(CN) – A federal judge in Manhattan largely dismissed a shareholder class action accusing Britannia Bulk Holdings of deceiving investors in statements about its initial public offering.
U.S. District Judge Denise Cote tossed the fraud claims against all defendants, which included Britannia, its CEO and CFO, and four underwriters. The only surviving claim is a “negligent conduct” charge against the two executives.
The company’s June 2008 IPO was a financial success for the company and its underwriters. They raised $125 million by selling more than 8.3 million shares of common stock to investors for $15 per share.
By late October, the stock had dropped more than 98 percent to $0.27 per share after the company became insolvent.
Britannia Bulk is an international provider of dry-bulk shipping and logistics services, mainly in and out of the Baltic region.
Its profits soared to “historic levels” in early 2008 as demand for Russian coal and other raw materials increased the demand for dry-bulk transportation in the Baltic and Northern Europe.
It earned $300 million in the first three months of 2008, compared with $60 million over the same time period a year earlier.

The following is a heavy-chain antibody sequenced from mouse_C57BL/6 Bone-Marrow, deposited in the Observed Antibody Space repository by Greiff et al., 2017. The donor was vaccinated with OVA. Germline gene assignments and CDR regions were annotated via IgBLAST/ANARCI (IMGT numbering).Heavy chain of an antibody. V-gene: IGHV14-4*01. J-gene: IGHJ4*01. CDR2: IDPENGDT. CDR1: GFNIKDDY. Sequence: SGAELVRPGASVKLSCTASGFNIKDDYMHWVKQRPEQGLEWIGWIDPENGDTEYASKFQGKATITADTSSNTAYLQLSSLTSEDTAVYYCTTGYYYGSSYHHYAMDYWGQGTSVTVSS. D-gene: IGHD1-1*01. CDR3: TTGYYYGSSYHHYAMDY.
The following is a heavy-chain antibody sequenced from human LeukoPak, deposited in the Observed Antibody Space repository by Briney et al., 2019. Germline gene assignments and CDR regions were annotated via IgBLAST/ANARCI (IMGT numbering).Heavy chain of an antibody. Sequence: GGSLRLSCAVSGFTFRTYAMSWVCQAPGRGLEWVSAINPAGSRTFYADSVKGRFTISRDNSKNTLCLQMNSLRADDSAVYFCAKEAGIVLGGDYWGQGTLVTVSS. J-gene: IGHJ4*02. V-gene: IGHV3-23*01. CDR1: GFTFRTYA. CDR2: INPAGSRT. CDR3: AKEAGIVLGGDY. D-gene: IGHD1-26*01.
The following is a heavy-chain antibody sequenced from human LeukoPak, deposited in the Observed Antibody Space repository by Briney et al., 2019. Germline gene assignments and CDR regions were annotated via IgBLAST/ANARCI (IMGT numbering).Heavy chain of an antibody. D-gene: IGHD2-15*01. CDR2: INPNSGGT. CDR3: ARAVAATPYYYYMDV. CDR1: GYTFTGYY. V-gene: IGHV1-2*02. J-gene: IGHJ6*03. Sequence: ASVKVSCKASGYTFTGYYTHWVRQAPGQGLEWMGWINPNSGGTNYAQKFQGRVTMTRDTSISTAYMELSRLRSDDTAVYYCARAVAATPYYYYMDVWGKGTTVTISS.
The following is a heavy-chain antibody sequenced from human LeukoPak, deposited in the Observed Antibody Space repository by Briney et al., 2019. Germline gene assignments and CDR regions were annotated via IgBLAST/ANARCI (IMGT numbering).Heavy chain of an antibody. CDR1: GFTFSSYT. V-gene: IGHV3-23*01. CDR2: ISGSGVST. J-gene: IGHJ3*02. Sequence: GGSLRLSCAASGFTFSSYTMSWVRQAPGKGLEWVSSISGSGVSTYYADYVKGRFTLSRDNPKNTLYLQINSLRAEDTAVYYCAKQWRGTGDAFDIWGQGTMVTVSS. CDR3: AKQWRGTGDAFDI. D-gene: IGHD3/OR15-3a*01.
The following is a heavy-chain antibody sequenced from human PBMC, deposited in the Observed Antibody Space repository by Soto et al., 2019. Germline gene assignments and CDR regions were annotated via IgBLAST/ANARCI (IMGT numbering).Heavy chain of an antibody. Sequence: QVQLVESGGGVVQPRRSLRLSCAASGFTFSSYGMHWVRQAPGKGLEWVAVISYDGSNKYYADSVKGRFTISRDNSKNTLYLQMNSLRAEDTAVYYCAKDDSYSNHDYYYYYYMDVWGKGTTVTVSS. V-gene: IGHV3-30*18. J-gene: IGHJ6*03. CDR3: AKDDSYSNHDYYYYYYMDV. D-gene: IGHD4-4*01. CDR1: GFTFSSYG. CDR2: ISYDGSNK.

The class claimed that the registration statement and prospectus contained misstatements and omissions, mostly surrounding its use of forward freight agreements (FFA). FFAs are contracts traded on the Baltic exchange in which shippers and ship owners hedge against the volatility of the ocean market. Parties use them to bet on the price of a particular freight-route on a particular day.
The lawsuit accused Britannia of failing to disclose that it used FFAs to guard against increases and not merely decreases, effectively putting a ceiling on potential gains.
Britannia was also accused of failing to enter into proper fixed-price contracts at a time when crude oil and bunker fuels were experiencing extreme fluctuation, and that it “engaged in speculative trading in FFAs … to ‘play the market.'”
The class maintained that the alleged “false and misleading” information was of considerable relevance to investors evaluating Britannia’s business.
But Judge Cote ruled that the documents provided to shareholders “contain an abundance of cautionary language about Britannia’s use of FFAs that Plaintiff simply ignores.”
Also, the company’s shareholder update was written in “straightforward” and “plain language” and was “entirely consistent with the Company’s intervening SEC filings after the IPO,” Cote wrote.
She ruled that the plaintiff’s claim “does not withstand meaningful scrutiny.”